The way body images have been visualized by individuals has changed over the years. Numerous media outlets, which include reality shows such as figure skating competitions, tend to show the ideal body image of a female as a slender and tall individual that lacks flaws. While the media outlets portray women whom are models or figure skaters as a size 2 or 4 the reality is that the average woman wears a size 9 or 12 (Wakewich 2000). I think the acceptance of the variety of body types have started increasing, and woman are focusing more on their body for all the right reasons. Although woman are starting to focus on being healthy mentally and physically by adapting healthy habits , sports such as figure skating still require its participants to look like the body image that is often depicted in magazines and bill boards (McGarry 2005) . The two articles analyze the definition of body image and the significance of body image within two different populations belonging to two different circles within society.
The article authored by McGarry explores the standards established by the national figure skating organization that causes its participants to go to an extent of becoming anorexic to achieve their ideal body types (McGarry 2005). The article authored by Wakewich explores the implications faced by a normal man or woman with normal body types, and their perspectives on body images, and health. The women on average are drifting away from the fake ultimately unhealthy body images represented by the media, and heading towards maintaining healthy comfortable body weights (Wakewich 2000).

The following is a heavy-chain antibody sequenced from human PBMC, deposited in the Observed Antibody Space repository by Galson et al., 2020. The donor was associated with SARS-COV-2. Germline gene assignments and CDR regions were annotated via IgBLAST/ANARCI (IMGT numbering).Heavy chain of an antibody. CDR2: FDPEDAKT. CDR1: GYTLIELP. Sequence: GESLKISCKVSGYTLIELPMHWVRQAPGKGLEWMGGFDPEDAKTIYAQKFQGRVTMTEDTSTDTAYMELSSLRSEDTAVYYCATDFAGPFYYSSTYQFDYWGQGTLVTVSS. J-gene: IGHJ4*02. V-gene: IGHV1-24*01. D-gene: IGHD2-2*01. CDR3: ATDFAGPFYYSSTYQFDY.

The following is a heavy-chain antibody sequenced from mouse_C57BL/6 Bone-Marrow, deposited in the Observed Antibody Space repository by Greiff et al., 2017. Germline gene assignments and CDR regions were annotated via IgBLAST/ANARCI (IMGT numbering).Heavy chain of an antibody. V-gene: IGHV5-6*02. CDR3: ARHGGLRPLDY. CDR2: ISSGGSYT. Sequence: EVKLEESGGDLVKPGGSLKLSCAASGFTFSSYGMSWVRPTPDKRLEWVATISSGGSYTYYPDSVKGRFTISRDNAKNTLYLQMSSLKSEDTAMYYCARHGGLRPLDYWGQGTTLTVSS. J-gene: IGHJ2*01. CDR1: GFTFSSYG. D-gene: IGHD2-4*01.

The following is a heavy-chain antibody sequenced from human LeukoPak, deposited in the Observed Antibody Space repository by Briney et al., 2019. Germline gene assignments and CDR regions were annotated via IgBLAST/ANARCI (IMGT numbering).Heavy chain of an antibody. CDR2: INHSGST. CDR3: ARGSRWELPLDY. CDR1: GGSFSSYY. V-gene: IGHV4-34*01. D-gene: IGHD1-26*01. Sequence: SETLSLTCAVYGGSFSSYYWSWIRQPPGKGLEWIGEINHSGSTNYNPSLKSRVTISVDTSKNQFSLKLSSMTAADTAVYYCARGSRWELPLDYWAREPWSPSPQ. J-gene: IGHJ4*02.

These two articles hit close to home due to the fact that I am an overweight individual myself whom has been constantly fighting the weight gain battle. Hailing from a South Asisan family I have grown up watching Bollywood movies that portray female protagonists with flawless light skin with curvy bodies that lack visible fat which was always the ideal body image that was encouraged within my extended family. I grew up hearing the words from my grandma that I should model my look after these actresses, dress like them, and maintain my body in order to be attractive to future male prospects. In the article about figure skating participants described the fact that it is required by the female participants to uphold the standards set out by the organization and team (McGarry 2005). The second article written by Wakewich interviews both women, and men drifting away from the idea of trying to achieve unattainable body images (Wakewich 2000). Wakawich discusses women who have started eating healthy, and maintaining their bodies in order too feel content instead of focusing on how they are depicted to society . Women are focusing less on impressing society with their bodies, and focusing more on improving one’s self for themselves rather than to gain attention, and admiration from others. Wakewich’s study consisted of interviewing women from various types of ethnicities, careers, and ages within the city of Thunderbay that is located in northwestern Ontario (Wakewich 2000). All the woman were asked about how they visualized body image, and what their point of view was on how their body should be presented. The women all agreed on preventing from deviating from the accepted norms within the city due to being scared of ridicule or unwanted comments (Wakewich 2000). I think most of the women agree that as they age their own definition of body image changes from being focused on being attractive to being active and healthy. I can understand why while your younger, your attractiveness can be an important factor especially if you are trying to pursue a romantic interest. Due to media, and popular culture the idealistic body image that is depicted by them is what everyone seeks for in the opposite sex. I think over the years the idea of the idealistic body images have changed from extremely thin